Mangosteen (Garcinia mangostana L.) is a tropical evergreen tree that produces one of the most prized tropical fruits, commonly known as the “Queen of the Fruits.″ Mangosteen has the potential to occupy a rapidly expanding niche market in Hawaii. In October 2009, a disease was observed that produced brown leaf spots and blotches surrounded by bright yellow halos at a mangosteen orchard located in Hakalau, Hawaii (19° 53′ 49″ N, 155° 7′ 35″ W). Recently transplanted 10+ year old trees were 95 to 100% infected. Pieces of infected leaves and stems were surface-sterilized, plated on potato dextrose agar (PDA), and incubated at 24°C ± 1°C for 21 days. The fungus growing on PDA was pale buff with sparse aerial mycelium and acervuli containing black, slimy spore masses. Single spore isolates were used for the morphological characteristics and molecular analysis. Conidia were 5-celled. Apical and basal cells were hyaline; the three median cells were umber to olivaceous. Conidia (n = 50) were 24.3 ± 0.2 × 7.5 ± 0.1 μm, with apical appendages, typically three, averaging 24.3 ± 0.4 μm long, and a basal appendage averaging 6.7 ± 0.2 μm long. DNA sequences were obtained from the β-tubulin gene and the internal transcribed spacer (ITS1 and ITS2) and 5.8S regions of the rDNA to confirm the identification. The morphological descriptions and measurements were similar to P. virgatula (Kleb.) Steyaert (1). Although sequence data of the ITS region (GenBank Accession No. JN542546) supports the identity of the fungus as P. virgatula, the taxonomy of this genus remains confused since there are only a few type cultures, so it is impossible to use sequences in GenBank to reliably clarify species names (2). To confirm pathogenicity, six leaves of two 3-year-old seedlings were inoculated. Seven-day-old cultures grown on 10% V8 agar at 24°C under continuous fluorescent lighting were used for inoculations. The inoculum consisted of spore suspensions in sterile distilled water adjusted to 6 × 105 conidia/ml. Using a fine haired paint brush, the inoculum was brushed onto the youngest leaves, while sterile distilled water was used as the control. The plants were incubated in a clear plastic bag placed on the laboratory bench at 24°C for 48 hours, then placed on a greenhouse bench and observed weekly for symptoms. After 14 days, leaf spots ranging in size from pinpoint to 5.4 mm in diameter with a distinctive yellow halo were present. Within 35 days, the leaf spots enlarged to leaf blotches ranging in size from 11.5 × 13.3 mm up to 28.3 × 34.6 mm with brown centers and a distinctive yellow halo identical to the field symptoms. A Pestalotiopsis sp. identical to that used to inoculate the seedlings was recovered from the leaf spots and blotches, confirming Koch's postulates. The experiment was repeated twice. Pestalotiopsis leaf blight has been reported in other countries growing mangosteen, including Thailand, Malaysia, and North Queensland, Australia (3). However, to our knowledge, this is the first report of a Pestalotiopsis sp. causing a disease on mangosteen in Hawaii. Although this disease is considered a minor problem in the literature (3), effective management practices should be established to avoid potential production losses.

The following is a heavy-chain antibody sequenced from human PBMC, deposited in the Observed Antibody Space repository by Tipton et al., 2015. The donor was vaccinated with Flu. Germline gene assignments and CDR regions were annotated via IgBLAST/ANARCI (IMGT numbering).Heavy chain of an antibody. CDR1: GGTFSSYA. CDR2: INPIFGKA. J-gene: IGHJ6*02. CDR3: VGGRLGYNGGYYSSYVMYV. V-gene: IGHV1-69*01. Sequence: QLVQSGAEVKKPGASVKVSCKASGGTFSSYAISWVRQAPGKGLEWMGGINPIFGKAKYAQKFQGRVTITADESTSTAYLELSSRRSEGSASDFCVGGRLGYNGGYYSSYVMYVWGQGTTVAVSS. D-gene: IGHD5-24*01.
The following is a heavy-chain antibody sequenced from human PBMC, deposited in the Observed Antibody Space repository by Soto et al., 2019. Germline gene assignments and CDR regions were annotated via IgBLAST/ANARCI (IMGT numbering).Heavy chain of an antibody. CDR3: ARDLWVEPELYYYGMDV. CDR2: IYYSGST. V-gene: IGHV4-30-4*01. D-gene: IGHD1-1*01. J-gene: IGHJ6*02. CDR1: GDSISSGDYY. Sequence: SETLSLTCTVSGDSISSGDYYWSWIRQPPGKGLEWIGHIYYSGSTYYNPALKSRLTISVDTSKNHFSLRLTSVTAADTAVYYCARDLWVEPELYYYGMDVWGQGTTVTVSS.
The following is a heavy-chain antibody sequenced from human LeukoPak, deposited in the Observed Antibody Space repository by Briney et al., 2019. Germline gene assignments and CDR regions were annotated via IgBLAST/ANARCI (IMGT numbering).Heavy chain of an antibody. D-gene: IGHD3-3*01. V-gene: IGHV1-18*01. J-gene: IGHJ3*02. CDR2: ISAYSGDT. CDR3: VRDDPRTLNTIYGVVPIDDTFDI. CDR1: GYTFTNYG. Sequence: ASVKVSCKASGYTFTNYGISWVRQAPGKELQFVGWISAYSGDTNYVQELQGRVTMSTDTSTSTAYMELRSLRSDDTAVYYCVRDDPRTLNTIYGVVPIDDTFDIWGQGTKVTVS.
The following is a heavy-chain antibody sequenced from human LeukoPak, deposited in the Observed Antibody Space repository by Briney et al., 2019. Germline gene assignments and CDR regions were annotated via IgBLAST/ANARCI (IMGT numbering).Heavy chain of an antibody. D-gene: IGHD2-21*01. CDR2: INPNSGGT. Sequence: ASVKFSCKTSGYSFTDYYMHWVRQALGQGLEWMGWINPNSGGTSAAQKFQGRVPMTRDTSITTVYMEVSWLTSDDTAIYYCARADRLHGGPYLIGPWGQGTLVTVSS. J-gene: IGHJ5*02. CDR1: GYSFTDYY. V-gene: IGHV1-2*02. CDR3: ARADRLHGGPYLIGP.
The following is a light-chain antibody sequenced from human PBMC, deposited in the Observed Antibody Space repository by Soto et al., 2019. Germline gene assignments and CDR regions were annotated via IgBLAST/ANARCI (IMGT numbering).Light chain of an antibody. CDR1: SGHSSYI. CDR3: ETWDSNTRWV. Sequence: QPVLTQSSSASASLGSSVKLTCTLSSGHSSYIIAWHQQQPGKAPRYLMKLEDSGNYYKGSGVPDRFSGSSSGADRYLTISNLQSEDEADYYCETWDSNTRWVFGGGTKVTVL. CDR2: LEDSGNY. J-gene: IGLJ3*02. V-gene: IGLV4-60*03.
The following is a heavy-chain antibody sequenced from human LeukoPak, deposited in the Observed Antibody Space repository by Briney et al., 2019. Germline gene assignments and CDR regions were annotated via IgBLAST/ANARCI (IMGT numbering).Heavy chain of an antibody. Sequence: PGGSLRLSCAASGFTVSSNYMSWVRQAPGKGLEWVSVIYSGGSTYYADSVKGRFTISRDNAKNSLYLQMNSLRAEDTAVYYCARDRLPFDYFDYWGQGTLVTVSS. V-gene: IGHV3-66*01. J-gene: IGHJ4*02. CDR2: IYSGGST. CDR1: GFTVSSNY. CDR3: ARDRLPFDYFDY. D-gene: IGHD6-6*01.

References: (1) E. F. Guba. Monograph of Pestalotia and Monochaetia. Harvard University Press, Cambridge, MA. 1961. (2) S. S. N. Maharachchikumbura et al. Fungal Div. 50:167, 2011. (3) R. C. Ploetz. Diseases of Tropical Fruit Crops. CABI Publishing. Wallingford, Oxfordshire, UK, 2003.